Rafiki first look: the risk-taking lesbian romance banned in Kenya

This fresh and courageous coming-out drama from Wanuri Kahiu deserves to be seen, especially in its home nation where, as the film shows, homophobia is rife. 


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Samantha Mugatsia as Kena and Sheila Munyiva as Ziki in Rafiki

Samantha Mugatsia as Kena and Sheila Munyiva as Ziki in Rafiki

Much to the displeasure of its government, the Republic of Kenya is home to a lovely lesbian coming-out movie. Rafiki, the second film by Kenyan director Wanuri Kahiu, has been banned in its country of origin, although the ruling is being appealed. Perhaps the warm reception Rafiki received in Cannes will make the Film Classification Board modify its decision, although in a country where same sex relationships are punishable by prison sentences of 14 years, and homophobia, as the film shows, is ingrained, that seems doubtful.

Adapted from a Ugandan short story, Monica Arac de Nyeko’s Jambula Tree, Rafiki is set in a Nairobi housing estate, where much of daily life – work and recreation – is conducted outdoors, and privacy is next to impossible. The movie opens with Kena (Samantha Mugatsia) circumnavigating on her skateboard a neighborhood that is much too confining for her hopes and dreams. Tall, rail-thin, and athletic, Kena is a serious student who claims she wants to study nursing although her grades easily place her on track to become a doctor. Kena plays soccer with the local boys, and her bestie is Blacksta (Neville Misarti), who imagines that he’ll marry her some day. But Kena has eyes for no one except Ziki (Sheila Munyiva), she of the pink and blue dreads, whose flirty eyes fix on Kena often enough to make her own cool-girl posse jealous.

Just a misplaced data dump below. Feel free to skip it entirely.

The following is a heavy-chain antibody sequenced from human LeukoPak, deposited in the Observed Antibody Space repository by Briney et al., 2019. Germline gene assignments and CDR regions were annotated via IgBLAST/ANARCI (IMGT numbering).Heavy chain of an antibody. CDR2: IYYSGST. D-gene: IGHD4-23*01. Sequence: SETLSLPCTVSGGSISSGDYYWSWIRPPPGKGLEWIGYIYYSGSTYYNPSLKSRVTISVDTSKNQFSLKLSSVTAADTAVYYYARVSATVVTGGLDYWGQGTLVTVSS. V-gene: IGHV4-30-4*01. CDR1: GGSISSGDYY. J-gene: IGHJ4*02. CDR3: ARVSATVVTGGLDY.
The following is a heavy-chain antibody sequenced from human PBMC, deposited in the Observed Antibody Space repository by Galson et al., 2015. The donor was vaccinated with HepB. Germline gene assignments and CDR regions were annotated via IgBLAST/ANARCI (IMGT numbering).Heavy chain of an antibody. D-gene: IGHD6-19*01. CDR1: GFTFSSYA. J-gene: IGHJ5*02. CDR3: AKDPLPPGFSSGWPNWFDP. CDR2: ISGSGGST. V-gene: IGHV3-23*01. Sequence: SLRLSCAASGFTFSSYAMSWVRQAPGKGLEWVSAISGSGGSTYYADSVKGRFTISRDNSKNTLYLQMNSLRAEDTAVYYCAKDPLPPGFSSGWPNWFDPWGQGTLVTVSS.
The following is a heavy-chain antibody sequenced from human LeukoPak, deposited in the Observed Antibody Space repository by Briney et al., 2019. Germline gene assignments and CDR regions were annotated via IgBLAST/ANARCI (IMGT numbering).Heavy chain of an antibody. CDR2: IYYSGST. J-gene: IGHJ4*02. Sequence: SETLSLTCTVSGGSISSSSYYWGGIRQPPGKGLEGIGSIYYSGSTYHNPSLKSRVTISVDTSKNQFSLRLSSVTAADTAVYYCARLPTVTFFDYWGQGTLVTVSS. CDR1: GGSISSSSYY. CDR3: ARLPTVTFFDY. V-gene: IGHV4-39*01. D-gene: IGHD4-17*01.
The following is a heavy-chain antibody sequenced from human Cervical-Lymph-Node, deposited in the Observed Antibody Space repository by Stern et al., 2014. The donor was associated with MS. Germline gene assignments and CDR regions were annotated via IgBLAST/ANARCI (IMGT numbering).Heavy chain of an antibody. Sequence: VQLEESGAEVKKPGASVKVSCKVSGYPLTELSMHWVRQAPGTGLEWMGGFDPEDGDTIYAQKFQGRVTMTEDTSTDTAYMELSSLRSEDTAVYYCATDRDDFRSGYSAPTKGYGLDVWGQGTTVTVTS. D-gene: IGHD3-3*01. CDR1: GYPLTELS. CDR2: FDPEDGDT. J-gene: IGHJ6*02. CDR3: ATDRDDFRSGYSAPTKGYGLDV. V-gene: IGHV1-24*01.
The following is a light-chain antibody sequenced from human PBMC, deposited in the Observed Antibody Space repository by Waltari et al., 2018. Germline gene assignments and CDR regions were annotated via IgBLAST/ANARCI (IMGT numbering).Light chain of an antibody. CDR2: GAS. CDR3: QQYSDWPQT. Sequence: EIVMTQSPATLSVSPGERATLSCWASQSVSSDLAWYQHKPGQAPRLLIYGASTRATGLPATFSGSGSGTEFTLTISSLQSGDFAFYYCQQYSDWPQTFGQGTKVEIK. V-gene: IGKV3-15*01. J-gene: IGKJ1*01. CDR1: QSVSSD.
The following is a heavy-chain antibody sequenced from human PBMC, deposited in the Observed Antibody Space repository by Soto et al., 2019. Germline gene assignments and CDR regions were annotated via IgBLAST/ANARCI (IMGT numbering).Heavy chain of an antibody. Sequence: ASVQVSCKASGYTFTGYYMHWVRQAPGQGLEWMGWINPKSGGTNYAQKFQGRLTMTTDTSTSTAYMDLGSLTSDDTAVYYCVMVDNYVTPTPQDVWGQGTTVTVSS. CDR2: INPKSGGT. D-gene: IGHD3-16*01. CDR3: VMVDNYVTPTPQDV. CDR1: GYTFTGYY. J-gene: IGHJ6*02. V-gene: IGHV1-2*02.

Rafiki (2018)

And of course, opposites attract, even when both are of the same sex. Shy, responsible Kena works in her father’s convenience store, where he barely makes enough to support her, her devoutly Christian mother, and his new, much younger wife. Politically progressive, he’s running for local office with a bare-bones, self- financed campaign.

And wouldn’t you know it, his opponent is Ziki’s dad, who has big business throwing money at his campaign. The political ambitions of her father don’t stop rebellious Ziki from pursuing Kena, and although Kena loves her father more than Ziki cares about her family, she’s too besotted with Ziki to resist her. When the two finally have sex, the discretion of the filmmaking – a hand touching a bared waist, the sound of quickened breath, an enraptured gasp – makes the fragility of first sexual passion all the more moving and identifiable. (If your desire, however, is to see two adolescent women get it on, this is not the film for you.)

Rafiki doesn’t lack influences. It has more than a little in common with Maria Maggenti’s The Incredibly True Adventure of Two Girls in Love (1995) and Dee Rees’s Pariah (2011), to name two much loved and admired American lesbian independent movies. That Kenya is late to the women-coming-out film party is a function of its social and political structure; it doesn’t lessen the courage and freshness of Kahui’s filmmaking. The actors are vivid, in particular Mugatsia. She makes us want Kena to have a great life and to believe that against daunting odds, she definitely has a shot.


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